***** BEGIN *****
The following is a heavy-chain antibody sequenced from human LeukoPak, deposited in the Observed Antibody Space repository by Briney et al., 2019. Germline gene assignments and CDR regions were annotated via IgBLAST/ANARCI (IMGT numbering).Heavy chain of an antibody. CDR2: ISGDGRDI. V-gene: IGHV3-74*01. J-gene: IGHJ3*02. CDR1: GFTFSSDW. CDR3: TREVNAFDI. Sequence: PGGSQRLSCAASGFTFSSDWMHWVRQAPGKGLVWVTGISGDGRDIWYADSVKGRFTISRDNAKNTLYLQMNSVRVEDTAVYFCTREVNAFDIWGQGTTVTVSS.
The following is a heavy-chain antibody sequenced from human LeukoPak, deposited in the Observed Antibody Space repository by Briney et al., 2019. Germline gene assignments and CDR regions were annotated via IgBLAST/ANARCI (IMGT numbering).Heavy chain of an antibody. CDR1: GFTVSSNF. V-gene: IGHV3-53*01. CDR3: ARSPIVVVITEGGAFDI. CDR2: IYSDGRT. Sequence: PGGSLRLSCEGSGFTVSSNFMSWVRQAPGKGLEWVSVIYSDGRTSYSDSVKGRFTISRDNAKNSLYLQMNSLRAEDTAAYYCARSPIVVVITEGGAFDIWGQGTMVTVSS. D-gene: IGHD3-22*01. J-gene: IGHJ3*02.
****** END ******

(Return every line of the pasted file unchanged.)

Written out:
The following is a heavy-chain antibody sequenced from human LeukoPak, deposited in the Observed Antibody Space repository by Briney et al., 2019. Germline gene assignments and CDR regions were annotated via IgBLAST/ANARCI (IMGT numbering).Heavy chain of an antibody. CDR2: ISGDGRDI. V-gene: IGHV3-74*01. J-gene: IGHJ3*02. CDR1: GFTFSSDW. CDR3: TREVNAFDI. Sequence: PGGSQRLSCAASGFTFSSDWMHWVRQAPGKGLVWVTGISGDGRDIWYADSVKGRFTISRDNAKNTLYLQMNSVRVEDTAVYFCTREVNAFDIWGQGTTVTVSS.
The following is a heavy-chain antibody sequenced from human LeukoPak, deposited in the Observed Antibody Space repository by Briney et al., 2019. Germline gene assignments and CDR regions were annotated via IgBLAST/ANARCI (IMGT numbering).Heavy chain of an antibody. CDR1: GFTVSSNF. V-gene: IGHV3-53*01. CDR3: ARSPIVVVITEGGAFDI. CDR2: IYSDGRT. Sequence: PGGSLRLSCEGSGFTVSSNFMSWVRQAPGKGLEWVSVIYSDGRTSYSDSVKGRFTISRDNAKNSLYLQMNSLRAEDTAAYYCARSPIVVVITEGGAFDIWGQGTMVTVSS. D-gene: IGHD3-22*01. J-gene: IGHJ3*02.